Holocaust breakfast encourages awareness of global genocide

Holocaust breakfast encourages awareness of global genocide

By Cait Dooley

Despite the early hour, the voice of Ann Grenell, program coordinator of Jewish studies and director of the Holocaust Awareness Committee, boomed with full force Tuesday morning at the 25th Annual Holocaust Awareness President’s Breakfast in the Raytheon Amphitheatre and more than 100 alumni, faculty and students listened.

“Today, we are listening. Today, we are bearing witness to the truth … and to all of the events that constitute the Holocaust,” Grenell said. “We say today that the Holocaust did happen and that we choose the duty of remembering and honoring all victims of the Shoah (the Hebrew word for Holocaust).”

The international community has made progress in recognition, with the United Nations declaring Holocaust denial ahistorical, but there is still more work to be done, Grenell said.

“And who would have thought in the year 2007, perhaps the most recognizable of Holocaust survivors, a 78-year-old, Elie Wiesel, would be attacked in a San Francisco hotel by a young white male, a Holocaust denier?” she asked.

Grenell stressed the importance of acknowledging the Holocaust and said, “One of the ways to honor and remember the victims of the Holocaust is to confront injustice, hatred and genocide whenever and wherever they are being perpetrated.”

In reference to the situation in Darfur, President Joseph Aoun said at the breakfast, “Yes, there are Holocaust deniers, but also there are Holocausts being done as we speak.”

Northeastern University and Facing History and Ourselves, a national organization focusing on teaching tolerance through the Holocaust, are “seriously considering” a partnership. Aoun said both groups hope to combine resources and “further the mission that Facing History and Ourselves has.” However, he said that the plan was only in discussion and has not been finalized.

“Imagine a situation where we take what we do here and take what they do and we combine our resources, we combine the competence we have and we become one. That’s what we’re working on,” he said.

The keynote speaker, Northeastern Professor Inez Hedges, a Stotsky Professor of Jewish Historical and cultural studies and co-director of the cinema studies program, spoke about “postmemory” of the Holocaust during her talk, “Holocaust and Living Memory: France and the Shoah.”

Hedges said postmemory can be created by those who didn’t live through the Holocaust by making it part of their identity.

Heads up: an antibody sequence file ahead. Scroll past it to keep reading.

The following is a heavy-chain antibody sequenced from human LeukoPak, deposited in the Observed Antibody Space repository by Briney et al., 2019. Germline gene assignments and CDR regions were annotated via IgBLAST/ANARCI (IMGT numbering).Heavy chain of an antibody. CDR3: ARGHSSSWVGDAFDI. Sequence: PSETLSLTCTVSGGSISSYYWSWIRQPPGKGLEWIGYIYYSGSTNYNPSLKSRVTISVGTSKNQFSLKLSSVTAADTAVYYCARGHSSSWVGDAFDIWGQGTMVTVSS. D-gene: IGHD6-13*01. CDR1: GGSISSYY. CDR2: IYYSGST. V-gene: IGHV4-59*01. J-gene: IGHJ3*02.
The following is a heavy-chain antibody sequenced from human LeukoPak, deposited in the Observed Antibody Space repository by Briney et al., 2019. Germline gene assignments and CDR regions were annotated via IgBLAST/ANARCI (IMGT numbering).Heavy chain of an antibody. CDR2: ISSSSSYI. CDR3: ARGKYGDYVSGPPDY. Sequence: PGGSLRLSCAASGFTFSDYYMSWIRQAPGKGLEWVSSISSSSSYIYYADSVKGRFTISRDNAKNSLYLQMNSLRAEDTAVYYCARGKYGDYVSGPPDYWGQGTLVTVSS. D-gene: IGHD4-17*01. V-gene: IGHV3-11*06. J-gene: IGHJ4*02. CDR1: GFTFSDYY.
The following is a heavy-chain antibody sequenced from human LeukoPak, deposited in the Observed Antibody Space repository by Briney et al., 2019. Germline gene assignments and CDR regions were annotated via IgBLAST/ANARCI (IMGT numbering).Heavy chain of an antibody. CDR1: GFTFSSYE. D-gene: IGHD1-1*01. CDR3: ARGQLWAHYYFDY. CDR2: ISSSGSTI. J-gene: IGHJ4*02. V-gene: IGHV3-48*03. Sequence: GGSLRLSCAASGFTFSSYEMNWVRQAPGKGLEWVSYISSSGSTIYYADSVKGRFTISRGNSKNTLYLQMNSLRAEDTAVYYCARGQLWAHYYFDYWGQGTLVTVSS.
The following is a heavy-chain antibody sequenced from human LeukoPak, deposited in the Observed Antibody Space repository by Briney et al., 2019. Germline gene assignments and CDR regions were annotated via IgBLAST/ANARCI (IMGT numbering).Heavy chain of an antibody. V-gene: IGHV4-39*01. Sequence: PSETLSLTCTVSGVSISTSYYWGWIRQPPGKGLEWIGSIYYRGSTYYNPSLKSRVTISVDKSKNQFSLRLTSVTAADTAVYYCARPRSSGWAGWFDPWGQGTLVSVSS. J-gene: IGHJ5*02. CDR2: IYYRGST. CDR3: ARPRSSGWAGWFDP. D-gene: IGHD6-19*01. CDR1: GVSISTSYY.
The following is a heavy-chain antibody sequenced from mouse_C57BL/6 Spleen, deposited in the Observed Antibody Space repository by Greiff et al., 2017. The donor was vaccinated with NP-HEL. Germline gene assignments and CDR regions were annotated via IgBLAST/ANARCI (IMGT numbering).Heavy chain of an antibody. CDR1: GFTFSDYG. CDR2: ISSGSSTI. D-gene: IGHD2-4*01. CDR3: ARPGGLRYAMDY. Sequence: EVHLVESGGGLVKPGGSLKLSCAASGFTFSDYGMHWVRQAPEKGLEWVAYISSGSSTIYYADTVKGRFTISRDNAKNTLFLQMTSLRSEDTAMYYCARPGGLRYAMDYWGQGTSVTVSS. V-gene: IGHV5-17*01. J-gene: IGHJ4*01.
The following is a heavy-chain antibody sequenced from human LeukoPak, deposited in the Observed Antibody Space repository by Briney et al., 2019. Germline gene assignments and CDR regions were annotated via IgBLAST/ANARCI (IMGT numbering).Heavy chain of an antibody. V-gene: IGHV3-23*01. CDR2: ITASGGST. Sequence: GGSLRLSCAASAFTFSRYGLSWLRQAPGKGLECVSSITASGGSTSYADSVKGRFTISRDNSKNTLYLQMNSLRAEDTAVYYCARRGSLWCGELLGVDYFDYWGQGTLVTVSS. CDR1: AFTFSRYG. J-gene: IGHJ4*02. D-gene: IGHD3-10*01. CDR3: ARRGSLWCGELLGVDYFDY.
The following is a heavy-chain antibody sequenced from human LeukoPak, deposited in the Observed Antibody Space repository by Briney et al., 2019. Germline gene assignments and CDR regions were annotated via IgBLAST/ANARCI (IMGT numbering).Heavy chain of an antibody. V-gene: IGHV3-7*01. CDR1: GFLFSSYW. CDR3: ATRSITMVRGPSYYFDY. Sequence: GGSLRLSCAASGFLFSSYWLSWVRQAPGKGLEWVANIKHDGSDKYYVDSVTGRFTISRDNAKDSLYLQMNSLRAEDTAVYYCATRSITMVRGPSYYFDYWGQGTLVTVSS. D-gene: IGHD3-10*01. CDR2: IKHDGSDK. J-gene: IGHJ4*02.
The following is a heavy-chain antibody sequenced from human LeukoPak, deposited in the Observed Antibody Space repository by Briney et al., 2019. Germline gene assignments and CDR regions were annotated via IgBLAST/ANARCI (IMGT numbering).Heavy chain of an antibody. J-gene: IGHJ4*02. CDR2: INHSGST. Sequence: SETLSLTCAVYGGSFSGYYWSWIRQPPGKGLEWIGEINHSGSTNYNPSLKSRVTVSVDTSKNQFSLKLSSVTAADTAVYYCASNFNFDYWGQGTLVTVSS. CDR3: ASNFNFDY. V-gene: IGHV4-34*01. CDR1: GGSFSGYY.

“What do I mean by “living memory”? I mean a memory that has some of the freshness of lived experience, even though it is not a personal memory,” she said.

German propaganda photographs of prisoners at Drancy, a French Nazi deportation site, which people instinctively assume are authentic, are just one example of the difficulties of creating an accurate postmemory. Even the monuments at Drancy itself prove difficult in adding to “living memory” of the French Shoah because of the lack of accessibility and information. Hedges said instead, films and narratives may be a more reliable source.

“The trauma of Drancy is still something that needs to be worked through if we are to reach an understanding of this crisis period in French and European history,” Hedges said.

She closed with the idea that books, films and writings participate in the ongoing labor of bringing the remembrance of the Holocaust forward into the present as a “living memory.”

Jonathan Meacham, a junior music history major and Klein Scholar, had planned to play “Variations on a Lullaby” by Gideon Klein on the vibraphone with a band, but, the group got stuck in New York.

Instead, Meacham performed another emotionally charged piece of music written by a Terezin composer Karel Berman.

The Gideon Klein Award was established by chemistry Professor Bill Giessen in 1997, in honor of his mother. The award is given to a student to honor and study the works of musicians, like Klein, who were persecuted by the Nazis.

Amanda Mozes, a freshman psychology major, said she appreciated the insight given both by Grenell and Hedges. The topic of Hedge’s speech was especially relevant because Mozes’s grandparents went through France on their way to the United States during the Holocaust, and said, “France is not usually the highlight of Holocaust awareness.”

The breakfast was sponsored by many campus groups including the Gustel Gissen Memorial Fund, Spiritual Life Center, History Department, Northeastern University Hillel, Office of the President, Office of the Provost, School of Law, Snell Library, Center for Interdisciplinary Studies, Vivian Rubenstein and School of General Studies.

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